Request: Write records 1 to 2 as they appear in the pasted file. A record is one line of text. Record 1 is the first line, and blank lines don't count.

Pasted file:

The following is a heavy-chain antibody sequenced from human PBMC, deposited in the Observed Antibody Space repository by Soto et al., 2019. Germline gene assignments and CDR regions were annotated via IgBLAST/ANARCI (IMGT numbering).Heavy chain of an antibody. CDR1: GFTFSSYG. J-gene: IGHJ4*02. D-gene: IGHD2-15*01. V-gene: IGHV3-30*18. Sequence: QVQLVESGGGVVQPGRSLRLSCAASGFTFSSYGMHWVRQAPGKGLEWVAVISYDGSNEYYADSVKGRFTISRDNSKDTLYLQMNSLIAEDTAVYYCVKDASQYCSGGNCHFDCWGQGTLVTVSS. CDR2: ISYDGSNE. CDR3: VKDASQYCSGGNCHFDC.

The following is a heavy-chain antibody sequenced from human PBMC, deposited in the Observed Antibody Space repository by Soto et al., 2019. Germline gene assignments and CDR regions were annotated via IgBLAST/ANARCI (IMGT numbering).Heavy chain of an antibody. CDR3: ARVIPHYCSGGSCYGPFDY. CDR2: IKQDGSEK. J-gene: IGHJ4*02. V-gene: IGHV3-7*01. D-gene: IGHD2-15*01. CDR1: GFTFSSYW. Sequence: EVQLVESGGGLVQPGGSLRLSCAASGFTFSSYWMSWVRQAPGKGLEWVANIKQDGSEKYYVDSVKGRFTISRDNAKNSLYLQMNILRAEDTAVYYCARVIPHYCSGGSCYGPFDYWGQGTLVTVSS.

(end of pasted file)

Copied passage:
The following is a heavy-chain antibody sequenced from human PBMC, deposited in the Observed Antibody Space repository by Soto et al., 2019. Germline gene assignments and CDR regions were annotated via IgBLAST/ANARCI (IMGT numbering).Heavy chain of an antibody. CDR1: GFTFSSYG. J-gene: IGHJ4*02. D-gene: IGHD2-15*01. V-gene: IGHV3-30*18. Sequence: QVQLVESGGGVVQPGRSLRLSCAASGFTFSSYGMHWVRQAPGKGLEWVAVISYDGSNEYYADSVKGRFTISRDNSKDTLYLQMNSLIAEDTAVYYCVKDASQYCSGGNCHFDCWGQGTLVTVSS. CDR2: ISYDGSNE. CDR3: VKDASQYCSGGNCHFDC.

The following is a heavy-chain antibody sequenced from human PBMC, deposited in the Observed Antibody Space repository by Soto et al., 2019. Germline gene assignments and CDR regions were annotated via IgBLAST/ANARCI (IMGT numbering).Heavy chain of an antibody. CDR3: ARVIPHYCSGGSCYGPFDY. CDR2: IKQDGSEK. J-gene: IGHJ4*02. V-gene: IGHV3-7*01. D-gene: IGHD2-15*01. CDR1: GFTFSSYW. Sequence: EVQLVESGGGLVQPGGSLRLSCAASGFTFSSYWMSWVRQAPGKGLEWVANIKQDGSEKYYVDSVKGRFTISRDNAKNSLYLQMNILRAEDTAVYYCARVIPHYCSGGSCYGPFDYWGQGTLVTVSS.